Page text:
The family of Abu Anas al-Libi, the al-Qaeda suspect seized by American forces in Libya, claimed yesterday that he was innocent and had been working in a pizza restaurant while in Britain, not masterminding terrorist attacks.
His son, Abdullah al-Ruqai, said his father had been forced to leave Britain because of "police harassment".
He described how his own childhood had been spent on the run, leaving primary school in Manchester for a life first in Afghanistan, where his father became close to Osama bin Laden, and then in prison in Iran.
But he insisted that his father had gone to Afghanistan to "help the oppressed" and was innocent of the murders of 224 people in the twin bombings of the United States embassies in Nairobi and Dar es Salaam, of which he is accused by the US.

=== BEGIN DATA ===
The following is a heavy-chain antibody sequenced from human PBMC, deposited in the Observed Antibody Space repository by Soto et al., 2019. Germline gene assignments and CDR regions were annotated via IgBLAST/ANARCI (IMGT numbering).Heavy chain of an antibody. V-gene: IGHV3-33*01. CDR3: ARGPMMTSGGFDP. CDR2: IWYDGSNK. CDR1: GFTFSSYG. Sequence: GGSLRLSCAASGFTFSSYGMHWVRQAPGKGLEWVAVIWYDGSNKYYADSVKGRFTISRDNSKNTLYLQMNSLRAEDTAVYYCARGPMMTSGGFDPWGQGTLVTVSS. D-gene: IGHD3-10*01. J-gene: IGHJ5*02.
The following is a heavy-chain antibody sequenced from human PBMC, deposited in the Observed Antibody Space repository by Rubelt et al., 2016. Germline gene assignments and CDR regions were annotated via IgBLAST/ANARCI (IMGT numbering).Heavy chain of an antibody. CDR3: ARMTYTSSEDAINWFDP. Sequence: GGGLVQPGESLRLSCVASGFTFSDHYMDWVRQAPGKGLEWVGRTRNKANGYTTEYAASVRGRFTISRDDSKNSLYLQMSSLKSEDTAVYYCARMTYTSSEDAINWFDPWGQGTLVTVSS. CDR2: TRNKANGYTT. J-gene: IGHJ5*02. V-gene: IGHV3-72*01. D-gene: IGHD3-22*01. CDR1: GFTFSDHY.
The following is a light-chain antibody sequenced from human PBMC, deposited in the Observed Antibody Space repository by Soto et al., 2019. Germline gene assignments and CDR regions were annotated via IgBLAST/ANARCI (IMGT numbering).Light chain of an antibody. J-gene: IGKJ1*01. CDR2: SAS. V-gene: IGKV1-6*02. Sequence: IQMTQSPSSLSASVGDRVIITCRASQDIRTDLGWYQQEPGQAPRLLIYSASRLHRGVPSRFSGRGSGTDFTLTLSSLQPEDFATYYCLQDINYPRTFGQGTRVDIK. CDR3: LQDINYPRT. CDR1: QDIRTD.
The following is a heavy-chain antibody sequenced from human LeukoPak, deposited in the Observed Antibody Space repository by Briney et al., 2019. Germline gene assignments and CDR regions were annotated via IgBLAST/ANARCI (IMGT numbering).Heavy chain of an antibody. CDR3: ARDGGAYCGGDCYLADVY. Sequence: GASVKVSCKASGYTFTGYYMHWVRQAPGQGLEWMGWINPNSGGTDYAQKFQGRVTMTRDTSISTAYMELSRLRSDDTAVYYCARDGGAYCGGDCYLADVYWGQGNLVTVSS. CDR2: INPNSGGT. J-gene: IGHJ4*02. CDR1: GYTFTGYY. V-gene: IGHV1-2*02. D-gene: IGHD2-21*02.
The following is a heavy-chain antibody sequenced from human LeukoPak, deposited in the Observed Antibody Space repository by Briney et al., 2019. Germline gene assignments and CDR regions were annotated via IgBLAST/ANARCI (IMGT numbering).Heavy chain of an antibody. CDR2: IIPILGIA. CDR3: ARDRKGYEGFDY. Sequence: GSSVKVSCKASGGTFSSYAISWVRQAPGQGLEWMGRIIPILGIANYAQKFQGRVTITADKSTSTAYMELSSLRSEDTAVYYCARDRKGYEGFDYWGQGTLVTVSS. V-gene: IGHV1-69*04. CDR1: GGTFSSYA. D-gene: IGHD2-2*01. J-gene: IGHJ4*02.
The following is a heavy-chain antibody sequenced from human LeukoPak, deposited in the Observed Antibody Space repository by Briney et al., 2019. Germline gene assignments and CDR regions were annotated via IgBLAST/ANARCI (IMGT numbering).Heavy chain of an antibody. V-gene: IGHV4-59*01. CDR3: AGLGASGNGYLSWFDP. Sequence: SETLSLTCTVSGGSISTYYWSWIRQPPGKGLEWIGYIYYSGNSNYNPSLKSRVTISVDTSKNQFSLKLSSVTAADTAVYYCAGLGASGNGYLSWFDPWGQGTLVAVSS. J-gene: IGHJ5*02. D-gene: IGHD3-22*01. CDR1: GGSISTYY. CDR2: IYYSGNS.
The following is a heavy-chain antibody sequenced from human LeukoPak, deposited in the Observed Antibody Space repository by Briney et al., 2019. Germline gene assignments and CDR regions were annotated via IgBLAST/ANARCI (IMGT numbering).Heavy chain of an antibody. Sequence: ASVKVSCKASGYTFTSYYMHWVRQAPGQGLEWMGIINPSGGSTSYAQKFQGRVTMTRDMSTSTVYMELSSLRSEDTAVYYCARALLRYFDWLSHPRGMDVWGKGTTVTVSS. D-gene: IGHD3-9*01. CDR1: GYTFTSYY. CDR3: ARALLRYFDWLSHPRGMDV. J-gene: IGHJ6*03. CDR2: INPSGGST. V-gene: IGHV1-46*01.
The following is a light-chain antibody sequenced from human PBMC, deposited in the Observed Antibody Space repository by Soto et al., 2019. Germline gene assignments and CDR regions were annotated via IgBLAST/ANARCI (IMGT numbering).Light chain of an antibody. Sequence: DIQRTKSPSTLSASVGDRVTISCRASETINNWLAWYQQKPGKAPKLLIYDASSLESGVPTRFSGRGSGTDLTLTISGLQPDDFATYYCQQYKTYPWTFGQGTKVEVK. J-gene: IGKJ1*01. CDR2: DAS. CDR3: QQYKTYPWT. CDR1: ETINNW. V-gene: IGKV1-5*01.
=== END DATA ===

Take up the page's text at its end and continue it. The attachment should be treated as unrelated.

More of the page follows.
"My father is a normal man," he said from his home in Tripoli. "He told us everything about his life. He went from Libya to Afghanistan to help oppressed people there.
I assure you that he is innocent, and this will be clear soon, when they fail to provide any evidence against him."
Al-Libi, whose real name is Nazih Abdulhamad al-Ruqai, was seized in a dawn raid outside his home in Tripoli suburb on Sunday.
Meanwhile, the man named as the "high-value target" whom US Navy Seals were trying to capture during a raid in Somalia, also on Sunday, was the leader of a bomb plot in Kenya allegedly involving Samantha Lewthwaite, according to intelligence reports.
Leaked documents from Kenya's National Intelligence Service say that Abdulkadir Mohamed Abdulkadir, also known as Ikrima, was the leader of a terrorist cell which allegedly included Lewthwaite and another Briton, Jermaine Grant, who is on trial in Kenya.
The group planned "multiple attacks" as part of a mission "sanctioned by the al-Qaeda core in Pakistan", it is claimed in the documents seen by the Daily Telegraph.
Ikrima, a Kenyan, was named by US officials as the target of the unsuccessful assault on a villa in the town of Barawe.